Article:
Copper Hoard Culture: Copper was discovered about 6000 years ago by humans. He made weapons and tools from Copper. A lot of these weapons were found from the Ganges-Jumna Doab and the Indus valley (Sindhu Ghati) area. It is believed that copper was used by Aryans. Copper made tools were used from 2500 BC to 1500 BC. After that iron was discovered and copper was replaced by iron. The biggest collection of copper hoard was discovered in Gungeria, Balaghat district in 1870 AD. About 102 silver ornaments and 424 copper tools were collected from Gungeria and few of them are displayed here. These tools can be 3000 to 4000 years old.
Chalcolithic culture: During the Chalcolithic (chalco = copper and lithic = stone) period, both metal and stone were utilized for the manufacture of the equipment in day-to-day life. The Chalcolithic people subsisted on farming and hunting. Since this is the first metal age, copper and its alloy bronze which melt at low temperature were used for the manufacture of various objects during this period. The objects displayed here are from 2300 Bc to 1500 BC. All these objects are collected from the excavations in Pasewa in the Chambal valley.
Terracota Objects: A variety of Terracota art objects and sculptures acan also be seen in this museum. Different types of earthen lamps, earthen toys, and pots recovered from the excavation at Sirpur have been displayed here. Moreover, several elliptical shaped sealings are also on display on which the figure of Bodhisattva and Buddhist “Bijmantra-Ye Dharma Hetuprabhva” etc. has been embossed. The oldest seal displayed in this museum is of King Dhanadeo of Kausambi. It contains the figure of a bull and the name of the king inscribed in “Brahmi” script. A number of other materials related to the folk lifestyle and trade practices of the old period can be seen here. Example: Small collection of equipment of iron smiths, jewellers, etc.
Iron objects from Sirpur excavation, 8th century AD:
Stone and copper plate inscriptions: The historical inscriptions are one of the most significant documents to rediscover the history of Chhattisgarh. These inscriptions also reveal the social, administrative, economic and religious system of the human society of the periods concerned. The inscriptions displayed in the museum have been collected from Arang, Sirpur, Bhoramdeo, Kanker, Ratanpur and Kirari, which belongs to the periods of Sharabhapuri rulers, Kalachuris of Tripuri, Nagwanshis of Kawardha, and Kalachuris of Ratanpur. The inscriptions belong to the period between 1st century to the 15th century AD.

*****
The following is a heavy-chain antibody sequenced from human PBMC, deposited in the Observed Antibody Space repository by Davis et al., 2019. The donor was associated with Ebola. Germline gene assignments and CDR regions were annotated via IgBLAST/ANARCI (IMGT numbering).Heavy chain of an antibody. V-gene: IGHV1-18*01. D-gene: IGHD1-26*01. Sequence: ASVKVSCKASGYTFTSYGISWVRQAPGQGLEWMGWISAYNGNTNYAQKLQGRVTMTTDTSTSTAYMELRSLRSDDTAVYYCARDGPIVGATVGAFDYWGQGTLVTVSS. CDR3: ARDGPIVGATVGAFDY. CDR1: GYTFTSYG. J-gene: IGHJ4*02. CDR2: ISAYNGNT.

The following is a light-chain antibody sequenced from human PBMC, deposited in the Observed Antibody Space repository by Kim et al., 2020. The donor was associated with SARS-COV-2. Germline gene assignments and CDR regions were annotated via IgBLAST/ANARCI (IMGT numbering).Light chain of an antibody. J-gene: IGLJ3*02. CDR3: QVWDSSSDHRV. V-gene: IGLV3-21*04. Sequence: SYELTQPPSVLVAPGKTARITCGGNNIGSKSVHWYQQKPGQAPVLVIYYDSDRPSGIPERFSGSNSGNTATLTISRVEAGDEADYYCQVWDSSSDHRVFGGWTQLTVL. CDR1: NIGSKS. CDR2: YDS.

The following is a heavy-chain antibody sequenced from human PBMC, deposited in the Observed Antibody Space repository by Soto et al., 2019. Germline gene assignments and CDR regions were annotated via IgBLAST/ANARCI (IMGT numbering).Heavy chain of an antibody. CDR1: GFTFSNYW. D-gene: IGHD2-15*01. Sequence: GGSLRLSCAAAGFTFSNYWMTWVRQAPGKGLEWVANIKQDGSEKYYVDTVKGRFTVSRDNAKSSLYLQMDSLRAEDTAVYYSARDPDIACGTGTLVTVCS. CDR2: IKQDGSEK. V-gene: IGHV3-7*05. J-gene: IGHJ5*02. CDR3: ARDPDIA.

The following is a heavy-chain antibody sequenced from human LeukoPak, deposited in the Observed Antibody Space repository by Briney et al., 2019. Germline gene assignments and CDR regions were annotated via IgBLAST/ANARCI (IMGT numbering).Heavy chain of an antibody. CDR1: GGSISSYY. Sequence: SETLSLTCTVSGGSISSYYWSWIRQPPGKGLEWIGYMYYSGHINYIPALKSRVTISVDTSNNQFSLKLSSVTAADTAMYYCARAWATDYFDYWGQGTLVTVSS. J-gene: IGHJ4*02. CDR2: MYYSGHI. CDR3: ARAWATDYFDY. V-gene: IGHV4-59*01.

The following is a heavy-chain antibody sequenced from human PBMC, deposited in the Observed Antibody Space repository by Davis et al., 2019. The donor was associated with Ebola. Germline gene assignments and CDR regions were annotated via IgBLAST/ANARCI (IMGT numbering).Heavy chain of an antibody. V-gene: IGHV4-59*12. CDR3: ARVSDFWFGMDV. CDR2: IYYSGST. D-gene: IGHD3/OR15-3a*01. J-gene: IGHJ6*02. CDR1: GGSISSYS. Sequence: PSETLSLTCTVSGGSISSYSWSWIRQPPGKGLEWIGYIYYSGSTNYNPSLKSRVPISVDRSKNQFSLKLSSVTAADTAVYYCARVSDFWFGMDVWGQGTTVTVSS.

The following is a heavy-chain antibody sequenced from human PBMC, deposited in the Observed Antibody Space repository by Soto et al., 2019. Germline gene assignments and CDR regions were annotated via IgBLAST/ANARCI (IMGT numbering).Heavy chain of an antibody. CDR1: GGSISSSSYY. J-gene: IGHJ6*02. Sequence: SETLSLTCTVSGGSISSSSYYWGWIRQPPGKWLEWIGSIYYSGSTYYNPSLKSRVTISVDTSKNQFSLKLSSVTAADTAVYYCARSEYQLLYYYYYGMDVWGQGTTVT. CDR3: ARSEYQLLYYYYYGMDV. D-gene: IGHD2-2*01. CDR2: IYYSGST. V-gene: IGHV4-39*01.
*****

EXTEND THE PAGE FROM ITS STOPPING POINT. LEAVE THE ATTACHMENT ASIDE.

Copper plate inscription of Prithvidev, 12th century AD, Script: Nagri, Language: Sanskrit: This copper plate inscription was found in Ghotia village of Balaudabajar Tehsil, Raipur district.
Wooden art, Bastar: Muria Tribes, Gond Tribes and Maria Tribes of Chhattisgarh are expert in this art and they make wooden doors, masks, etc. The carvings done on the wood are simply amazing.
Metal sculptures: Sirpur was one of the most prominent sites in ancient India known for its metal sculptures belonging to the period of 7th to 11th century. The metal sculptures collected from Sirpur are in this museum. These had been manufactured by moulding and casting method. Subsequently the body was guilded with gold, the eyes were brightened through silver and copper was used on lips to give them a real look. Moreover, black metal wires were used on head which looked like the real hairs. Precious stones and gems were also fixed in place of ornaments. The Manjushri image, a symbol of traditional art of this region, has been exhibited in a number of countries abroad.